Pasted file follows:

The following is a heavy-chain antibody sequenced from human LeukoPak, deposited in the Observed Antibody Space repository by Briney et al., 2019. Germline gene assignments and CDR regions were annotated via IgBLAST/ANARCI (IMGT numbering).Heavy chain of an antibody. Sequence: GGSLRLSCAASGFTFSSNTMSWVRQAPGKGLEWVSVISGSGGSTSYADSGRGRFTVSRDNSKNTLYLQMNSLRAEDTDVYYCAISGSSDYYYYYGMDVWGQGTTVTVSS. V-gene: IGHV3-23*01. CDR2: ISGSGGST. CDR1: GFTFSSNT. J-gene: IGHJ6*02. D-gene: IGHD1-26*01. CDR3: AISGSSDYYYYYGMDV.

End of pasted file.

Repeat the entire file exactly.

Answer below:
The following is a heavy-chain antibody sequenced from human LeukoPak, deposited in the Observed Antibody Space repository by Briney et al., 2019. Germline gene assignments and CDR regions were annotated via IgBLAST/ANARCI (IMGT numbering).Heavy chain of an antibody. Sequence: GGSLRLSCAASGFTFSSNTMSWVRQAPGKGLEWVSVISGSGGSTSYADSGRGRFTVSRDNSKNTLYLQMNSLRAEDTDVYYCAISGSSDYYYYYGMDVWGQGTTVTVSS. V-gene: IGHV3-23*01. CDR2: ISGSGGST. CDR1: GFTFSSNT. J-gene: IGHJ6*02. D-gene: IGHD1-26*01. CDR3: AISGSSDYYYYYGMDV.